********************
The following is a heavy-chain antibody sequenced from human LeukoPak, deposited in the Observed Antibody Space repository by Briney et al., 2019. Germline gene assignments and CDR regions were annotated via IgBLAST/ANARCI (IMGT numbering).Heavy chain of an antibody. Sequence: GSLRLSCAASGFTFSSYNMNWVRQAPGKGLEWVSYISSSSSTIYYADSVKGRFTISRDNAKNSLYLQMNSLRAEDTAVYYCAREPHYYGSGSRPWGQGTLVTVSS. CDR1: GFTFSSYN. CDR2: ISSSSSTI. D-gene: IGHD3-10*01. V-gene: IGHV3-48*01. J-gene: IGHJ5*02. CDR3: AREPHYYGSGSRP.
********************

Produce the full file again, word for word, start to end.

The following is a heavy-chain antibody sequenced from human LeukoPak, deposited in the Observed Antibody Space repository by Briney et al., 2019. Germline gene assignments and CDR regions were annotated via IgBLAST/ANARCI (IMGT numbering).Heavy chain of an antibody. Sequence: GSLRLSCAASGFTFSSYNMNWVRQAPGKGLEWVSYISSSSSTIYYADSVKGRFTISRDNAKNSLYLQMNSLRAEDTAVYYCAREPHYYGSGSRPWGQGTLVTVSS. CDR1: GFTFSSYN. CDR2: ISSSSSTI. D-gene: IGHD3-10*01. V-gene: IGHV3-48*01. J-gene: IGHJ5*02. CDR3: AREPHYYGSGSRP.